Connie Hawkins’ First Spin Around the NBA, 1969

[In the 1972 book Stand Up for Something: The Spencer Haywood story, author Bill Libby spoke with Sam Schulman, owner of the Seattle Supersonics, about the latter’s frustration with the NBA’s status quo. Schulman’s frustration had hit a high simmer in mid-1969 when the NBA Board of Governors awarded the NBA rights to then-ABA star Connie Hawkins to the expansion Phoenix Suns. This came after “The Hawk” settled his $6 million lawsuit against the league for banning him based on hearsay allegations of his consorting with gamblers. Part of the settlement required that the NBA immediately lift its lifetime ban on Hawkins. 

Schulman, an extremely aggressive businessman, believed that his Supersonics deserved first crack at Hawkins. Why? Hawkins’ NBA rights had never previously been assigned to a team, and, as Schulman explained, “I had been a prime negotiator in settling with Hawkins and luring him from the ABA.” In short, the NBA owed him Hawkins. When Schulman didn’t get his way, he let his frustration boil over into signing ABA star Spencer Haywood and sabotaging the NBA’s four-year rule.  

Schulman’s frustration was Phoenix’s presumed profound good fortune. Hawkins’ legend preceded him to the Valley of the Sun as another Elgin Baylor—only three inches taller. As time would tell, Phoenix’s good fortune turned out to be a little more bust than boom. As Phoenix sportswriter Joe Gilmartin commented a few years later:

“By the time the owners finally let him into the National Basketball Association, Connie Hawkins was 27 years old, and his right knee had been scarred by surgery. Through no fault of his own, his formative professional years had been spent honing his showmanship, not his competitive edge. Eight years away from the mainstream of basketball had taken their toll. The Hawk found himself haunted by the ghost of Hawkins past. All these circumstances combined to put more pressure on him than any other player who ever entered the NBA.”

Gilmartin’s points are overstated here and there. (After all, Lew Alcindor made his NBA debut the same season that Hawkins made his. Plus, Cazzie Russell and Bill Bradley didn’t have it too easy previously in New York.) This article, plucked from The Sporting News, offers a snapshot of Hawkins’ first weeks in the NBA and the unfair judgments and tough love that awaited. Frank Gianelli, a highly regarded sportswriter for the Arizona Republic, penned the story, which ran on November 22, 1969 under the headline, “Trace of Trotter Remains In Hawkins, Sniff Critics.”]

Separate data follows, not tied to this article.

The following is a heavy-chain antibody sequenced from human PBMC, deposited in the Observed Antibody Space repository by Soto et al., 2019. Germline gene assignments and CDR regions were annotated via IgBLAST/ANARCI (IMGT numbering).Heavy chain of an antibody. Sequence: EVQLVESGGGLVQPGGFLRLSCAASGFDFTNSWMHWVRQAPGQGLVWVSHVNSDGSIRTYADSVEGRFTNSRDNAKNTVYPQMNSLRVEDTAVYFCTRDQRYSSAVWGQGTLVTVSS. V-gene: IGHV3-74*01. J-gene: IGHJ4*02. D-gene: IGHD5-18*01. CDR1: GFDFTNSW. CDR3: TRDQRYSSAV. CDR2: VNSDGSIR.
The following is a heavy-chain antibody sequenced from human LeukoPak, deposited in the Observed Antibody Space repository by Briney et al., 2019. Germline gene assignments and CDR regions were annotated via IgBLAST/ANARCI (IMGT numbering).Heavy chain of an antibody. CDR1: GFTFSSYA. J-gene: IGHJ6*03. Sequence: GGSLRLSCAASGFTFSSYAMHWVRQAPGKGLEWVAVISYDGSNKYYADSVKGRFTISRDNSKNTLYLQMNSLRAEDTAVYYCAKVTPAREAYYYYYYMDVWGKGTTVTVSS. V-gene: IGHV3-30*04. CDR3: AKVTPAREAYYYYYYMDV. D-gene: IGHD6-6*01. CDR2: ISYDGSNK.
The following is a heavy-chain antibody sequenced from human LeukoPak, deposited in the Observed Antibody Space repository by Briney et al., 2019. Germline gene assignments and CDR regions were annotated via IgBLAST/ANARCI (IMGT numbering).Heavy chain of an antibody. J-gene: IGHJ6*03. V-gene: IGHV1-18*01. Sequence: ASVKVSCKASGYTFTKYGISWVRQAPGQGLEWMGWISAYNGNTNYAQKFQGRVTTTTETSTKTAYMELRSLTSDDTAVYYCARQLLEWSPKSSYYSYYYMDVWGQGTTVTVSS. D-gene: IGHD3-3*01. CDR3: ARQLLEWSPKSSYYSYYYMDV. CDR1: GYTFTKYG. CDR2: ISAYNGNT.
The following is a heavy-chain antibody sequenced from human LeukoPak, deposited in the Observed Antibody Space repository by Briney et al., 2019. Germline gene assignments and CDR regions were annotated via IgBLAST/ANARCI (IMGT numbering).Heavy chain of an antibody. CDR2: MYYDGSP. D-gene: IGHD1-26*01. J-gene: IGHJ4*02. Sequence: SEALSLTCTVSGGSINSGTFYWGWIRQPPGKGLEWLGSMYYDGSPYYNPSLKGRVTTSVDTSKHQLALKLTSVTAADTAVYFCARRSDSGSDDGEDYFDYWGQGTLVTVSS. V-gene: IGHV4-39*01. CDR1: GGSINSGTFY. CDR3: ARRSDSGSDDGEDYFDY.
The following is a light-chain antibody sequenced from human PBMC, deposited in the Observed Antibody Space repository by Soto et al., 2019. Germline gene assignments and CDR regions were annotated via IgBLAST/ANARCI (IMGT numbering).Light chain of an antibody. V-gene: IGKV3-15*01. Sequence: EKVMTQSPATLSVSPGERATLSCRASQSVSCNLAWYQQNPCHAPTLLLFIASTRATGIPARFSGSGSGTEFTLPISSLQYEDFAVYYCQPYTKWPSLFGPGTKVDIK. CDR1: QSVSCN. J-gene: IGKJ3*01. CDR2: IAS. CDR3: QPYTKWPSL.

Hawkins making his first visit to Madison Square Garden

Connie Hawkins, it’s turning out, is a lot of things to a lot of people. To Phoenix fans—Sensational: “He could bank a shot off a piece of Kleenex.”

To owners—Box-office draw: There are a lot more people at Phoenix Suns’ games this year. 

To teammates—A welcome relief: It’s nice to have a big guy at the basket. His moves are sensational. 

To San Diego’s Elvin Hayes—A clown: “He has still got a lot of Globetrotter in him. In the NBA, there are only two things to do with the ball—go to the hoop or pass it to a teammate.”

And Connie Hawkins, himself . . . ?

The 6-feet-8, 220-pounder, who’s instilled new brilliance into the Suns, shrugs off chatter. “Opinions are like rear ends—everybody’s got one,” Connie scoffed. “Those comments don’t affect me. There is more to basketball than going to the hoop or passing to a teammate. There are a lot of situations when a player can use something to his advantage. I watch Wilt Chamberlain holding the ball over his head with one hand, or passing behind his back and I don’t hear any criticism of him.”

The Hawk picked up some bad habits during his four-year stint with the Globetrotters and he admits it. “The Trotters were a great influence,” he said. “But I try to weigh the bad against the good and give up some of the stuff.”

Connie’s “stuff” is catching opponents and teammates unawares. “It’s a problem for the team,” admitted Coach John Kerr. “It still is taking the rest of the Suns time to get on to his passes.”